My Two cents: Elisa Chan and the #NDO4SA

I live in San Antonio, Texas.  I’m a lesbian. I am brown.

My life experiences have fortunately taken me to many places in the U.S. and the world.  I have heard over and over again, “Yikes, you live in Texas,” or, “sorry, that must be hard,” or the occasional “No need to even vote in Texas, super red state,” and, “You should move,” and my personal favorite…”Don’t you just LOVE the Alamo?”  No, I’m not kidding. I wish I was.

So yes, I am quite aware of the perceptions that other more “progressive” parts of our country think of Texas, and must imagine our lives to be.  And, they would be right in certain cases.  For instance, one of our City Council Members was recently caught spewing ignorance and hate in a staff meeting.  Seriously? Ugh.

Now, I am not naive enough to think that because we have “come so far,”  it means that we are now free to hold hands with our partners and skip down the streets in our rainbow attire, all the while having passersby gleam at us with gushing sentiments of approval.  (I actually think that would be a fun day though)  However, I do think that an elected representative must at the very least, NOT think her constituents are “disgusting.”  Hmmm, maybe there are no LGBT people in her district… Um No.  Watch this.  Yes, we are everywhere in San Antonio.  Tan tan tan!!!

That being said, perhaps she should not be in office. Ex Council Member Leticia Ozuna recently called for just that, Chan’s resignation, when it was revealed that during the full version of the recording, Chan made disparaging remarks about Ozuna’s family and her transgender life partner.  Cheers to Ozuna for “coming out” to everyone!  Seriously, putting a well known and respected face on “disgusting” makes reasonable, non-bigoted people say “Hey, hold your horses there ma’am!”  That’s exactly the point.

Now, forgive me for backtracking…I am convinced I have untreated A.D.D., but in case you are not aware, all of this comes on the heels of A LOT of hard work done by some amazing people.  C.A.U.S.A. has been working with both local and national organizations to update San Antonio’s Non-discrimination ordinance to include sexual orientation, gender identity, and Veteran status.  Yes, we also have gay veterans in San Antonio. Who’d a thunk it?  What does this mean? Councilman Diego Bernal breaks it down here.  Perhaps a bit over simplified, but sometimes simple is good.  What he does not explain in this bulleted breakdown, is what it actually means to these communities.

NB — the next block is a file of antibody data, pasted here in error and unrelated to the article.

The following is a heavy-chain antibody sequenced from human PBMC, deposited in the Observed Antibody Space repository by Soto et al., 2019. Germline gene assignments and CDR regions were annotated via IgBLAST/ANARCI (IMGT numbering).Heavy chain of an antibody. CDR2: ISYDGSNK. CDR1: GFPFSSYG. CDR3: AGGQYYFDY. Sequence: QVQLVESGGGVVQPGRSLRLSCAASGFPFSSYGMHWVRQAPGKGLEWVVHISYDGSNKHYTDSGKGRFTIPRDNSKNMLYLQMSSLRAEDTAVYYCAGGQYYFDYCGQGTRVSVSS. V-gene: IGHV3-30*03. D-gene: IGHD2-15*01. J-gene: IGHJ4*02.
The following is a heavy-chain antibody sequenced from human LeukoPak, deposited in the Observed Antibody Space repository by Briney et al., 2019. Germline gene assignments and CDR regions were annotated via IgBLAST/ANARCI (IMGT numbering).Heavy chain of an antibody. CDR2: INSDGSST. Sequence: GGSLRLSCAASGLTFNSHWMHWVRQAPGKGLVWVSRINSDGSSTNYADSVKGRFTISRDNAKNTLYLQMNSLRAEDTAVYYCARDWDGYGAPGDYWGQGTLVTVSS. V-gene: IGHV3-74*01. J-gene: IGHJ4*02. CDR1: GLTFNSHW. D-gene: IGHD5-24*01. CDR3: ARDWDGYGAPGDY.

I know that for me, it means that my city values my contribution.  It means that as a lesbian, I can be confident in my position as a Director of an empowerment program for girls, because my community stands behind me, because no matter my sexual orientation, I do my job well, and deserve equal protection under the law. Here is a bit that I found particularly offensive in Chan’s discussion.

“If you wanted to choose that lifestyle, we don’t want to discriminate you, but you shouldn’t affect the young people,” she continues. “How terrible. … They’re going to be confused. You see two men go into a bedroom. You see two women kissing. Is that not confusing? It’s confusing.“It is actually, what you call, suggestive, for the kids to be corrupt, which is against nature. I’m telling you, anything that is against nature is not right.”

Um, excuse me Ms. Chan, but that shit doesn’t fly with me.  I LOVE kids, though as of yet I have none of my own. Perhaps I’ll adopt. Moreover, I love the kids I work with enough to “suggest” to them things such as higher education, civic engagement, community responsibility, using their voices against oppression (ehhem), love, kindness, and self worth. Shameful I tell you!

All  snark aside, this ordinance is important to a hell of a lot of people.  It’s important to me, and for my future, but it is also important for future generations.  Schools all over the nation have anti-bullying programs now, and that’s great, but if our policies continue to relegate certain communities to that of second class citizens, then there is not a bullying program on the planet that can stop violence and discrimination against LGBT people.  Our policies have the power to change culture.  They at the very least give the protected class protection against those who may want to do harm.  And I hate to state the obvious, but Chan makes a pretty good case for us needing the ordinance updated. Just sayin’.

My friend who told me I should move comes to mind.  I love you friend, but the answer is a resounding no. Not now. Not anytime soon. THIS is where the work has to be done.  We cannot leave this place to the bigots and the willfully ignorant.  No way, no how.